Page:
Gwinnett Superior Court Judge Kathryn Schrader (left); DragonCon co-founder Ed Kramer; private investigator TJ Ward (top right); and Frank Karic (bottom right) were all charged in connection with a hacking case set at the Gwinnett County courthouse. (Gwinnett County Sheriff’s Office mugshots)

Private eye takes plea deal in Gwinnett courthouse hacking case

The private investigator implicated in Gwinnett County’s courthouse hacking saga pleaded out Thursday, receiving downgraded charges in exchange for his testimony as the case against his co-defendants moves forward.

T.J. Ward entered a no lo contendre plea to two counts of misdemeanor criminal trespass and was sentenced to two years of probation. Ward, 65, apologized to the court having to deal with the complicated case, which also involves a local judge and a sex offender.

Gwinnett County Superior Court Judge Kathryn Schrader — who was suspended last month by the Judicial Qualifications Commission — reportedly hired Ward in February to look into her fears that someone was trying to hack into her work computer.

After being hired, Ward purportedly tasked another man named Frank Karic to install a monitoring device on Schrader’s computer. Ed Kramer, the co-founder of popular Atlanta sci-fi convention DragonCon and a registered sex offender, was then hired to keep tabs on the activity.

Schrader, Ward, Karic and Kramer were all indicted in September on three counts of computer trespass, accused of inappropriately interfering with, removing data from and otherwise “altering” Gwinnett County’s computer network.

Each of the co-defendants entered not guilty pleas during an arraignment hearing last month.

During the Thursday afternoon hearing in which he changed that plea, Ward spoke briefly about the case, saying he’d expressed concern about monitoring Schrader’s work computer but she told him it was OK.

Ward said there was no intent other than to find out who may have been trying to hack into the judge’s computer.

“That’s what we were trying to establish, who was compromising her computers,” Ward said. “That’s it, your honor.”

Kramer granted bond

A few hours after Ward entered his plea, Kramer got news that he would be getting out of jail. Again.

In late September, GBI agents scouring terabytes of data on Kramer’s home computer while investigating the hacking case discovered images that they described as child pornography. They subsequently filed new criminal charges against Kramer and he was taken back to the Gwinnett County jail — just weeks after a deal had been struck to place him on house arrest pending the outcome of the hacking case.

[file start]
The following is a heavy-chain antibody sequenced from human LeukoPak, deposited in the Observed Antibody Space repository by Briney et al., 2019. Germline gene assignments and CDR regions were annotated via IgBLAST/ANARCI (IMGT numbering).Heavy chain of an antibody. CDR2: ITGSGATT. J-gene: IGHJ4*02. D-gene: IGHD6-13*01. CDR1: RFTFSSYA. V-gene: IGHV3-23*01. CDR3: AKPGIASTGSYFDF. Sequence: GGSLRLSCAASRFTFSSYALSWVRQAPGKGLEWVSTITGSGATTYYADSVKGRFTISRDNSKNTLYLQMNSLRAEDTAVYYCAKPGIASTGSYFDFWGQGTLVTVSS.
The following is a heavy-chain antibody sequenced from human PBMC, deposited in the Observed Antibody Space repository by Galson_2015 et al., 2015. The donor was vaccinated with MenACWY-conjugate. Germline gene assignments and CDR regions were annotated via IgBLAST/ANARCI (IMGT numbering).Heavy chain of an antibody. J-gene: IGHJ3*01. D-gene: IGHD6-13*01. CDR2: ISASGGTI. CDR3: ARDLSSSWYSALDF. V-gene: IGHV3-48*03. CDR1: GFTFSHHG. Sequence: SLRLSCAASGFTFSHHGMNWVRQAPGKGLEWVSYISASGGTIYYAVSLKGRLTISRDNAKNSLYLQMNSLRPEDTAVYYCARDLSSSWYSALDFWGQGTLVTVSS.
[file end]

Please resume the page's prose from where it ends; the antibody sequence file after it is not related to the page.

Judge David Sweat on Thursday granted Kramer a $25,000 bond and release him back to house arrest at his Duluth-area home. The same conditions as the previous deal will be in place: he will be under electronic monitoring, have no access to the Internet and only permitted to leave for pre-approved medical and religious purposes.

“Mr. Kramer, house arrest means house arrest,” Sweat said. “They may be keeping a careful eye on you sir.”

A few minutes earlier, Sweat had denied an attempt to have Gwinnett District Attorney Danny Porter removed from handling Kramer’s new child pornography case.

Kramer’s attorney, Stephen Reba, had filed a motion last month accusing Porter of prosecutorial misconduct.

The lone image described in Kramer’s child pornography indictment was “Popsicle Drips, 1985,” a previously published photograph from provocative photographer Sally Mann. The photo depicts the genitalia of the artist’s young son.

Among other allegations, Reba’s filing accused the district attorney of misleading a grand jury about the nature of the “Popsicle Drips” photo in order to secure an indictment and prevent Kramer from possibly getting bond in yet another case.

Porter, who has been recused from the hacking case due to his role as a witness, said he had considered voluntarily stepping aside in the other Kramer-related cases as well.

“Until I read about the allegations of misconduct, which I deny,” the district attorney said in court. “And also I don’t have an enemy I dislike enough in the prosecution world to burden them with this case.”

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